A revote in Michigan and Florida would be ideal, but for God's sake the states should find public funds for the election.

This isn't a charity raffle. Running elections is a government obligation and the only reason we're in this situation is that the elected leaders of Florida and Michigan flouted party rules and scheduled their elections ahead of the Super Tuesday contest. Crist and Granholm were active participants in that process. They gambled that putting their states ahead of other delegate rich contests would allow them to be kingmakers. They wouldn't have given a damn if the election had ended on January 29th - robbing voters in over 40 other states of having any say at all in the nomination. Now they're upset that they don't count.

And when you get down to it even $20-$30 million is a drop in the bucket compared to everything else they spend money on.

Here's Florida governor Crist's budget request for 2008 - which if I'm reading correctly comes out to about $69 billion.

And here's Michigan governor Granholm's request for 2009 - which totals almost $45 billion.

If it's worth being part of the process it's worth paying for. Stop acting pathetic.

Updated: Here's the inevitable outcome of the states being cheap:
As Rendell and Corzine modestly put it, "In the interest of providing assurance that the private funds necessary to finance a publicly administered election will indeed be available should the Michigan Legislature choose to proceed in this direction, we have taken the liberty of soliciting guarantors for such an effort."

Handled deftly, this might have been seen as an act of political altruism. Instead it smacks of an inside job. Rendell is a Clinton supporter. Corzine is a Clinton supporter. Granholm is a Clinton supporter. Perhaps coincidentally, the letter guaranteeing the money arrived on the day Clinton flew into the Michigan to ratchet up pressure on Obama and the legislature to support a new primary.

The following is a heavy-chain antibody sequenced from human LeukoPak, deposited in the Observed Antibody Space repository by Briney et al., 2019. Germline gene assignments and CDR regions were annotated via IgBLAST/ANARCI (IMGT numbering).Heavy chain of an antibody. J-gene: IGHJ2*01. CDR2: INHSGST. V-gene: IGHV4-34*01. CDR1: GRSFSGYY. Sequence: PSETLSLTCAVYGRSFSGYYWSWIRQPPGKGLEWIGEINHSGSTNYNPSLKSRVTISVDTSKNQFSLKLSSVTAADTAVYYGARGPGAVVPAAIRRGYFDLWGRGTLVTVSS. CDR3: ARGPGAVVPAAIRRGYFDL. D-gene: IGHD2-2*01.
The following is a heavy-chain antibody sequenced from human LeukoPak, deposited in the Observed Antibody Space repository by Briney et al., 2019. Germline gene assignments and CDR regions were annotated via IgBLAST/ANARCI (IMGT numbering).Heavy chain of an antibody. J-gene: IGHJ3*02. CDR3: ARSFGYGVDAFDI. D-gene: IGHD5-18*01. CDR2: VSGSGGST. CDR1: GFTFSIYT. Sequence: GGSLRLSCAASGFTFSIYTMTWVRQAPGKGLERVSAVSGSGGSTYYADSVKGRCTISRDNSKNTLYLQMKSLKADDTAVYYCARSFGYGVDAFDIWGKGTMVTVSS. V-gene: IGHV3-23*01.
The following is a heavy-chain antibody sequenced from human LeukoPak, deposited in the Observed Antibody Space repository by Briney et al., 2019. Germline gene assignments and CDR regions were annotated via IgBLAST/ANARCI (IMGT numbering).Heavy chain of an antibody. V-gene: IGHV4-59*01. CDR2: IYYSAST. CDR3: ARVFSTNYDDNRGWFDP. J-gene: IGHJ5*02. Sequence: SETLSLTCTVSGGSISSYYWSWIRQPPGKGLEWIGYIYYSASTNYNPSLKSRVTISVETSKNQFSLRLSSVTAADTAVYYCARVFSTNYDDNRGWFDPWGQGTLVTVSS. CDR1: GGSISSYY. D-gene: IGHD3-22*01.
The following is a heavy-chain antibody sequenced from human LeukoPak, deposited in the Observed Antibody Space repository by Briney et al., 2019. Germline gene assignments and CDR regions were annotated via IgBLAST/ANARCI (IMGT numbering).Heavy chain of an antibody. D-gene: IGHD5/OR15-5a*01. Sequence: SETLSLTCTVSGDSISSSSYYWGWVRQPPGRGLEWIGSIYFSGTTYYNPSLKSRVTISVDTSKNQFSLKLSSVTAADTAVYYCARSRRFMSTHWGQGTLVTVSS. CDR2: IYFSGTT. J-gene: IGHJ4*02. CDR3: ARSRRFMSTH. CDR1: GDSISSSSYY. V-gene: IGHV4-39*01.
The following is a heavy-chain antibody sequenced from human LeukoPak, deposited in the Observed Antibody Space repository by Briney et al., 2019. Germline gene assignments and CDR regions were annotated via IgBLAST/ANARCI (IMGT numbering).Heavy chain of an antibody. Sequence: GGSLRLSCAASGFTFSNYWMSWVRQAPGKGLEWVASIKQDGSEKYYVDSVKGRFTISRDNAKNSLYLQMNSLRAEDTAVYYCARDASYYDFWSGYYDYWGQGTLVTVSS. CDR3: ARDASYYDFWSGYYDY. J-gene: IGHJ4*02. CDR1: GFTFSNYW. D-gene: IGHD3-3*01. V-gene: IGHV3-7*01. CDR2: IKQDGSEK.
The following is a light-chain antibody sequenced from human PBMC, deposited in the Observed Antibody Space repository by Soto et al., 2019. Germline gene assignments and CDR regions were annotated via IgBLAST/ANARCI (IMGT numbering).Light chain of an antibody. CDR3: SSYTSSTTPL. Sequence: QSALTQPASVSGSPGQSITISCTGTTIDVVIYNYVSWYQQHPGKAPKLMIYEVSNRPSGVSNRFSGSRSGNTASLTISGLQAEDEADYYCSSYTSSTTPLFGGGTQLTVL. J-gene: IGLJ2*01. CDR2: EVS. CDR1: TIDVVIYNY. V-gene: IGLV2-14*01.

He who pays the piper calls the tune and you simply can't have backers of one campaign sponsoring an election.

The elections in Florida and Michigan are off and it's their own damn fault.

Saturday, March 8, 2008

I suppose this means that Texas doesn't count, either

Chatwick Matlin of Slate explains why the results of the vote in Wyoming don't matter.

I thought this point was particularly puzzling:
The delegate margin will be small. Even if Obama blows Clinton out of the water in Wyoming, his delegate haul will be minimal. To come out with a six-delegate advantage, he’s going to have to win with a margin of 41 percent...
coupled with this:
Clinton will say Ohio and Texas are a lot bigger than Wyoming
That would be this Texas win:

Clinton won the primary with 51 percent of the popular vote to Obama's 47 percent, according to the Associated Press. Those results earned her 65 delegates to Obama's 61 delegates.

So Clinton netted +4 delegates in the primaries of the great state of Texas, which by Slate standards is apparently small.

And what about the results of the Texas caucuses?

The state Democratic Party estimates that Obama will come out ahead: 37 pledged delegated to Clinton's 30 delegates. But the official tally of the Texas caucus won't be ready for months.